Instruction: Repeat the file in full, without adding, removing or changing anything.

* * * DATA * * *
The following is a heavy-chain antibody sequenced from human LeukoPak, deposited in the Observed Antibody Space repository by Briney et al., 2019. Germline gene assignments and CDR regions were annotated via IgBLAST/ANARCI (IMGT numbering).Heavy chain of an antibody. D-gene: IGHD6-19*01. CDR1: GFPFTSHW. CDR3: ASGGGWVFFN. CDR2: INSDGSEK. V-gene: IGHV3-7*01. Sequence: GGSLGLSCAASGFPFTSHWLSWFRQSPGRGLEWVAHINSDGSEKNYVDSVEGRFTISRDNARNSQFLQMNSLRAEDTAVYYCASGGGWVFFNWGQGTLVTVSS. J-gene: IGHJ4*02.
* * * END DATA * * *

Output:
The following is a heavy-chain antibody sequenced from human LeukoPak, deposited in the Observed Antibody Space repository by Briney et al., 2019. Germline gene assignments and CDR regions were annotated via IgBLAST/ANARCI (IMGT numbering).Heavy chain of an antibody. D-gene: IGHD6-19*01. CDR1: GFPFTSHW. CDR3: ASGGGWVFFN. CDR2: INSDGSEK. V-gene: IGHV3-7*01. Sequence: GGSLGLSCAASGFPFTSHWLSWFRQSPGRGLEWVAHINSDGSEKNYVDSVEGRFTISRDNARNSQFLQMNSLRAEDTAVYYCASGGGWVFFNWGQGTLVTVSS. J-gene: IGHJ4*02.